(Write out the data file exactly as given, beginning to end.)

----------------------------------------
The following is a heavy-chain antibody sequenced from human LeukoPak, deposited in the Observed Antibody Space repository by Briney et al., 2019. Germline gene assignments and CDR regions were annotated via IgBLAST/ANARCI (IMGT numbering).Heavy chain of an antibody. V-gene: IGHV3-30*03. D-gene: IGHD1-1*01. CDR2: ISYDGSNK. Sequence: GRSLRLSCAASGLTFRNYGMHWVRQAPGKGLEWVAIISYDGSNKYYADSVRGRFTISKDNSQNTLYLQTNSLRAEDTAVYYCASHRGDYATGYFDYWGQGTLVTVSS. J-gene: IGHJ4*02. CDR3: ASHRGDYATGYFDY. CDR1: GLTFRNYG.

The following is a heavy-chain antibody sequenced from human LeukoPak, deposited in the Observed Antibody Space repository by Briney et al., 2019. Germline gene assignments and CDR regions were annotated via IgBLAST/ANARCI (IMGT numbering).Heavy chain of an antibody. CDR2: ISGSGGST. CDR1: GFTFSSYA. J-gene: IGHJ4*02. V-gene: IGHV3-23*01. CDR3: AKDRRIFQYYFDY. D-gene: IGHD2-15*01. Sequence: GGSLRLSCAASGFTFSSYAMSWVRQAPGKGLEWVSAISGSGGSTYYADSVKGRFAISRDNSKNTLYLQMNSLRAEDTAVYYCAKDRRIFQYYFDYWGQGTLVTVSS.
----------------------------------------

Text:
The following is a heavy-chain antibody sequenced from human LeukoPak, deposited in the Observed Antibody Space repository by Briney et al., 2019. Germline gene assignments and CDR regions were annotated via IgBLAST/ANARCI (IMGT numbering).Heavy chain of an antibody. V-gene: IGHV3-30*03. D-gene: IGHD1-1*01. CDR2: ISYDGSNK. Sequence: GRSLRLSCAASGLTFRNYGMHWVRQAPGKGLEWVAIISYDGSNKYYADSVRGRFTISKDNSQNTLYLQTNSLRAEDTAVYYCASHRGDYATGYFDYWGQGTLVTVSS. J-gene: IGHJ4*02. CDR3: ASHRGDYATGYFDY. CDR1: GLTFRNYG.

The following is a heavy-chain antibody sequenced from human LeukoPak, deposited in the Observed Antibody Space repository by Briney et al., 2019. Germline gene assignments and CDR regions were annotated via IgBLAST/ANARCI (IMGT numbering).Heavy chain of an antibody. CDR2: ISGSGGST. CDR1: GFTFSSYA. J-gene: IGHJ4*02. V-gene: IGHV3-23*01. CDR3: AKDRRIFQYYFDY. D-gene: IGHD2-15*01. Sequence: GGSLRLSCAASGFTFSSYAMSWVRQAPGKGLEWVSAISGSGGSTYYADSVKGRFAISRDNSKNTLYLQMNSLRAEDTAVYYCAKDRRIFQYYFDYWGQGTLVTVSS.